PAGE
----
Petition urges Grand Prairie to ease restrictions on food trucks

When Rene Ramirez launched his food truck in 2018, he planned to locate it in Grand Prairie. But he soon realized it would be difficult, if not impossible, due to city restrictions on food trucks.

“We live in Grand Prairie and wanted to work in Grand Prairie,” Ramirez said. “But we couldn’t make it work.”

Ramirez’s truck, 225 BBQ, instead landed a permanent spot in nearby Arlington in 2020.

An online petition with more than 1,200 signatures is now asking Grand Prairie officials to consider easing restrictions on food trucks. The petition argues that food trucks can become an attraction for the community while benefiting residents.

A city spokesperson said food truck regulations are being reviewed in an effort to balance the interests of food trucks with brick-and-mortar restaurants.

Grand Prairie currently allows permanent food trucks at two locations: Asia Times Square and Premium Outlets. To temporarily relocate, food trucks must apply for a special event permit, which is reviewed by the city on a case-by-case basis.

Ramirez settled into outlets, but says the mall’s high fees — $500 for a weekend — have cut into his profits too much. And he applied for a special events permit, but found the process too cumbersome and gave up.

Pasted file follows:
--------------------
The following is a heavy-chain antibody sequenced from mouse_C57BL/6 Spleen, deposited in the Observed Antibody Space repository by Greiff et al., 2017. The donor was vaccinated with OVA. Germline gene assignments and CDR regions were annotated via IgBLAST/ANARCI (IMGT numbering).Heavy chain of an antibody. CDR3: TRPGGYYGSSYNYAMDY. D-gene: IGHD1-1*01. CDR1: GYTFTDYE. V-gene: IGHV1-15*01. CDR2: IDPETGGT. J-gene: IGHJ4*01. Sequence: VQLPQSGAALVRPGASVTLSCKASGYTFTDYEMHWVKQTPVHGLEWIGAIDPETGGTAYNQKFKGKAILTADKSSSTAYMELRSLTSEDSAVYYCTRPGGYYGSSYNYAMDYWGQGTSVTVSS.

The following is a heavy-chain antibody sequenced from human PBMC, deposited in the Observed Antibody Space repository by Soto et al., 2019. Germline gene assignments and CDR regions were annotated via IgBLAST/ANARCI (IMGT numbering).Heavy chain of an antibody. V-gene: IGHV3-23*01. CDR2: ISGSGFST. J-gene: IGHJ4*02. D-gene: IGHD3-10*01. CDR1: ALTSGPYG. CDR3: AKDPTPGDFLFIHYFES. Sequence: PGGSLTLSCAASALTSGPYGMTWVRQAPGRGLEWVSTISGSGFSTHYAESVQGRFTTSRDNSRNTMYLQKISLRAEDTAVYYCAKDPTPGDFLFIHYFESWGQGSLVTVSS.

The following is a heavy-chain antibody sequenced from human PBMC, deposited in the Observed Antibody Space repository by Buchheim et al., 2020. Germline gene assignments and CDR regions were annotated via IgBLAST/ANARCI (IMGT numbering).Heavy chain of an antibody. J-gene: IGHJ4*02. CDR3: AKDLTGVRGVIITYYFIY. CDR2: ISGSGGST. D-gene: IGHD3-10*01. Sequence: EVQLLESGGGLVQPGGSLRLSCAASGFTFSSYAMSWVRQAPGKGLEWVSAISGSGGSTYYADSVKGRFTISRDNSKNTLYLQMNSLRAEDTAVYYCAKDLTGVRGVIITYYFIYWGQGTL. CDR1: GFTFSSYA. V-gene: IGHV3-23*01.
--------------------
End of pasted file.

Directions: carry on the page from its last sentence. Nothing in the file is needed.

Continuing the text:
Malcom Chakery, who started the online petition, said cities in Texas and across the country have successfully supported food trucks without harming physical restaurants.

Chakery, who runs Grande Prairie Newssuggested the city provide more pop-up opportunities and permanent locations for food trucks, such as the Farmers Market.

“We are looking for more opportunities for small business owners,” he said. “I love our brick and mortar spots, but I think there’s room to be a little more food truck and cart friendly.”

Ramirez’s 225 barbecue now sits in the parking lot of Division Brewing in downtown Arlington. Since opening, the menu has evolved from barbecue to birria tacos and ramen, which almost always sell out.

Ramirez said he hopes to open a brick-and-mortar store within the next year. It will probably be in Arlington.

“I’ve always wanted to open a restaurant,” he says. “The food truck was just a small step to get your foot in the door.”

About James Almanza

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